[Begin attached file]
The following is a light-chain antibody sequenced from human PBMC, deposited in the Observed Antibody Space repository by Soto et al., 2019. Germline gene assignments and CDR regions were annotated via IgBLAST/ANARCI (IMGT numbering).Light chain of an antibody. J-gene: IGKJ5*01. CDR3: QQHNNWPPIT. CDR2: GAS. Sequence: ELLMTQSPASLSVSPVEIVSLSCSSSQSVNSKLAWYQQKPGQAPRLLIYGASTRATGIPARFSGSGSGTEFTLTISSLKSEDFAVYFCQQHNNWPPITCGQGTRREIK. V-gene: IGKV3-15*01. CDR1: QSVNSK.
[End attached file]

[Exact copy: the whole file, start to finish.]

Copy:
The following is a light-chain antibody sequenced from human PBMC, deposited in the Observed Antibody Space repository by Soto et al., 2019. Germline gene assignments and CDR regions were annotated via IgBLAST/ANARCI (IMGT numbering).Light chain of an antibody. J-gene: IGKJ5*01. CDR3: QQHNNWPPIT. CDR2: GAS. Sequence: ELLMTQSPASLSVSPVEIVSLSCSSSQSVNSKLAWYQQKPGQAPRLLIYGASTRATGIPARFSGSGSGTEFTLTISSLKSEDFAVYFCQQHNNWPPITCGQGTRREIK. V-gene: IGKV3-15*01. CDR1: QSVNSK.